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May 26, 2020

Eels’ Jennings wary of old club

first_img‌Jennings is one of two former Panthers in Brad Arthur’s starting 17 with Suiaia Matagi set to line-up against his former club, while Eels forwards Siosaia Vave and Tepai Moeroa came through the Penrith junior system before moving on.”I was there when [Matt] Moylan and other guys like Dallin [Watene-Zelezniak] and Bryce [Cartwright] were coming through, they were young pups then so to see them shine and drive the Penrith team now is good,” Jennings said.The NSW State of Origin centre’s combination with flying winger Semi Radradra looked to click into gear against the Wests Tigers on Easter Monday, however there is still room for improvement with a number of opportunities going begging.”I think I’ve bombed two tries trying to give it to Semi, it just comes down to overthinking things but that’s my job to execute plays and I couldn’t do that on those occasions,” Jennings said.”It’s been a slow start [for me] and I’m getting a feel for the game. My involvement was something I wanted to work on, and getting some quality ball helped that.”I’m still learning… the day where I’m not is the day I’ll retire. For me it’s a challenge and to have Semi there I have to give him the ball.”Eels teammate Moeroa insists the Eels should be well aware of the Panthers’ mentality, staring down the barrel of four-straight losses – a position his side were in only a week ago.”They’ll throw everything they have at us, teams get desperate when you lose three in a row, they throw the ball around more so we will expect nothing less,” Moeroa said.”We played them in the trials and it was a real bash-up between both teams so it will be no different.”The rivalry is always good and it’s great for the fans to come out.”The Panthers have been boosted by the return of Bryce Cartwright from an ankle injury, but have lost Kiwi international James Fisher-Harris (shoulder) for the clash. And while it won’t be the first time Eels centre Michael Jennings lines up against his former club, the 29-year-old is yet to beat them in Parramatta colours and is keen to change that when the two sides clash on Saturday afternoon in the ‘Battle of the West’.The Panthers have never made the Telstra Premiership finals from a position of two wins and five losses, but the St Mary’s junior knows all too well that form goes out the window for the local derby at ANZ Stadium.”They’re still my old club and I have a soft spot for them but I’m a Parramatta boy now,” Jennings said of the Panthers.”[Penrith] understand the situation that they’re in so that makes it harder for us boys knowing that they’re going to have to win [to make the finals].”One more loss is really going to hurt them in terms of making the top eight.”‌last_img read more

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August 15, 2019

The Growing Divide Between Affordability and Availability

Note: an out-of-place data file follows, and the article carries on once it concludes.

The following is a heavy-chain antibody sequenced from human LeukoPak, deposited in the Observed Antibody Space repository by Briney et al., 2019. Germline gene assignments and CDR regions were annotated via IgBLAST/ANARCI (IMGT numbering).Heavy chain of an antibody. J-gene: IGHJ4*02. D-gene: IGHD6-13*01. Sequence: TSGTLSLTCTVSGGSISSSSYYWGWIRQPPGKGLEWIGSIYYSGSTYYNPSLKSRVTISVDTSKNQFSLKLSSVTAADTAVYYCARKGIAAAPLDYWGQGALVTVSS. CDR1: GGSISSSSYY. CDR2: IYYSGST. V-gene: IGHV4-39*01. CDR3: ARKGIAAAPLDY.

first_img in Data, Headlines, News Share February 17, 2017 557 Views The National Association of Realtors expects home sales numbers to grow this year, but at the expense of affordability. A new report by NAR and Realtor.com stated that existing-home sales could expand 1.7 percent in 2017, even though homebuyers at many income levels could see fewer listings on the market within their price range in the months ahead.NAR’s Affordability Distribution Curve (ADC) method looked at the number of listings considered affordable to those in a particular income bracket and applied an affordability score between zero and two. A score of one or higher generally suggests a market where homes for sale are more affordable to households in proportion to their income distribution.Reflecting a growing shortage of accessible inventory for most income groups, the entire ADC in January was below the equality line and the gap was generally wider at lower incomes, NAR reported. A household in the 35th percentile could afford 28 percent of all listings, a median income household (50th percentile) could afford 46 percent of listings, and a household in the 75th percentile was able to afford 74 percent of active listings.January’s overall affordability score was 0.97, down from 0.92 a year ago. NAR blamed swift price growth and higher mortgage rates. Nineteen states had a score above 1, and three‒‒North Dakota, Alaska, and Wyoming‒‒saw year-over-year gains in their score.Indiana (1.23) and Ohio (1.22) had the highest affordability scores in January. Iowa (1.18) and Kansas (1.17) were close behind, with Michigan and Missouri both reporting scores of 1.14.Hawaii had the lowest affordability score in the nation, coming in at 0.52. California, the District of Columbia, Montana, and Oregon all reported scores between 0.6 and 0.67.“Home prices have ascended far past wage growth in much of the country in recent years because not enough homeowners are selling and homebuilders have not boosted production enough to meet rising demand,” said Lawrence Yun, Chief Economist at NAR. “Amidst higher home prices and now mortgage rates, households with lower incomes have been able to afford less of all homes on the market last year and so far in 2017.”Jonathan Smoke, Chief Economist at Realtor.com, said that consistently strong job gains and a growing share of millennials entering their prime buying years is laying the foundation for “robust buyer demand in 2017.” Smoke added, however, that buyers with a lower affordable price are seeing heavy competition for the fewer listings they can afford.“At a time of higher borrowing costs, this situation could affect affordability even more as buyers battle for a smaller pool of homes and bid prices upward,” he said.Smoke said that as we head into the spring buying season, available supply is more reachable for aspiring buyers in the upper end of the market and in nearly all Midwestern states. Meanwhile, he said, many states in the West and South have seen deteriorating supply levels over the past year.“Buyers in these areas should know that it may take longer to find the right home at a price they can afford,” he said.Yun said that the shortfall of inventory at a time of healthy job gains in most states is one of the biggest reasons for the depressed share of first-time buyers and the inability for the homeownership rate to rise above its near-record low.“The only prescription to reversing this adverse situation is to build more entry-level and mid-market housing that aligns with current household incomes,” he said.center_img Data National Association of Realtors 2017-02-17 Scott_Morgan The Growing Divide Between Affordability and Availabilitylast_img read more